For the last week of December, we’re re-posting some of our favorite posts from 2012.
Today in the U.S., one of the major rules of masculinity is that men must avoid physical intimacy with each other unless they want to have their sexuality called into question. The guy horrified by the potential implications of a casual physical touch is a common trope in our pop culture.
But this wasn’t always the case. For physical closeness and even casual expressions of intimacy to become threats to masculinity, homosexuality had to enter the public consciousness as a stigmatized identity. That is, a man being gay had to be a possibility in observers’ minds when interpreting their behavior, and men had to be eager to avoid any such assumptions.
Over at the Art of Manliness, Brett and Kate McKay have posted a fantastic collection of old photos showing men posing in ways that show a high level of comfort with physical contact between men. Many of them show men posed in ways that would be unacceptable among straight men today. Here are just a few; I highly recommend looking at their entire post:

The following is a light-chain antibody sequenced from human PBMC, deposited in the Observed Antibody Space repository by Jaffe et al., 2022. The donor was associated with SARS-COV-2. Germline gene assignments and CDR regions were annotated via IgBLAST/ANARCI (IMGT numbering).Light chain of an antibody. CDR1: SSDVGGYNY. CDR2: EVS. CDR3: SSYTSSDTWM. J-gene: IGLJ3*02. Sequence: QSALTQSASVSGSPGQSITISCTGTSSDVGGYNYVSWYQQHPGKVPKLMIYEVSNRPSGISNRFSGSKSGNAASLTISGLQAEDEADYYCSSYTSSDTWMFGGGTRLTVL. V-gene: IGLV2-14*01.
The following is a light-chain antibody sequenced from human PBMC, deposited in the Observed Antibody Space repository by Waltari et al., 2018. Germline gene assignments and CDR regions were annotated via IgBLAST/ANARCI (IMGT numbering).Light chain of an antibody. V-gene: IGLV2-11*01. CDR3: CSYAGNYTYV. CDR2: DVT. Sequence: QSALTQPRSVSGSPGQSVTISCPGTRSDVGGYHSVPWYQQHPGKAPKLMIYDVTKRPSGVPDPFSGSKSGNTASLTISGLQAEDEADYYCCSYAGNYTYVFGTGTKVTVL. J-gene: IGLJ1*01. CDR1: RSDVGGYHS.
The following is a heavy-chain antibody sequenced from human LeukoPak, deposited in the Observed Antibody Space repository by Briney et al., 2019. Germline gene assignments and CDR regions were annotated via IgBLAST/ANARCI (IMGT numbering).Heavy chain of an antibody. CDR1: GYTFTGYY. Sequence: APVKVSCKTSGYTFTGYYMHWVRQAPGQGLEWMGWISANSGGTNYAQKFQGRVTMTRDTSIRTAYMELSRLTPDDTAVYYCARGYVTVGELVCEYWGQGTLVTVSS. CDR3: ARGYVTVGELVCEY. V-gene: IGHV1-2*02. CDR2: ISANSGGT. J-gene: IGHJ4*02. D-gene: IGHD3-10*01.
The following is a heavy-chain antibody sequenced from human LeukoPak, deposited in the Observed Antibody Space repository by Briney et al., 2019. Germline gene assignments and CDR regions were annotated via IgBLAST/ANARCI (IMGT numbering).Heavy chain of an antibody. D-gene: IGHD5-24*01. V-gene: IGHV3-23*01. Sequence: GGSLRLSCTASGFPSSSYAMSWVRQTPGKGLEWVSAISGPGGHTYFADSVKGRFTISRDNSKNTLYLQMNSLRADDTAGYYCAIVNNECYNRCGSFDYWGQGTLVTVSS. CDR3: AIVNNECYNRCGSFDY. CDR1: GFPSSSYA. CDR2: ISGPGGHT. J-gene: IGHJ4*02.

The McKays point out that sitting for a portrait required men to go to public businesses and openly pose for a photographer. These poses were quite common for men at the time and wouldn’t have been read through the lens of potential gayness that viewers today would likely apply.
Once personal cameras became popular, formal studio photos waned, but early snapshots showed similar poses:
Though snapshots eliminated the need to go to a public place of business and pose, film still had to be developed by a professional, who would look at each image (and, even when I was a kid, developers would occasionally refuse to develop photos due to content, and occasionally you heard of a developer calling the police about photos they believed revealed illegal activities). The fact that physical touching is so common among men in early snapshots indicates that there was nothing scandalous or threatening bout such poses. Only as the performance of masculinity became increasingly focused on an obsessive avoidance of any perception of gayness or femininity did such touching become taboo.
Seriously, though — -check out their entire post. It’s awesome!Gwen Sharp is an associate professor of sociology at Nevada State College. You can follow her on Twitter at @gwensharpnv.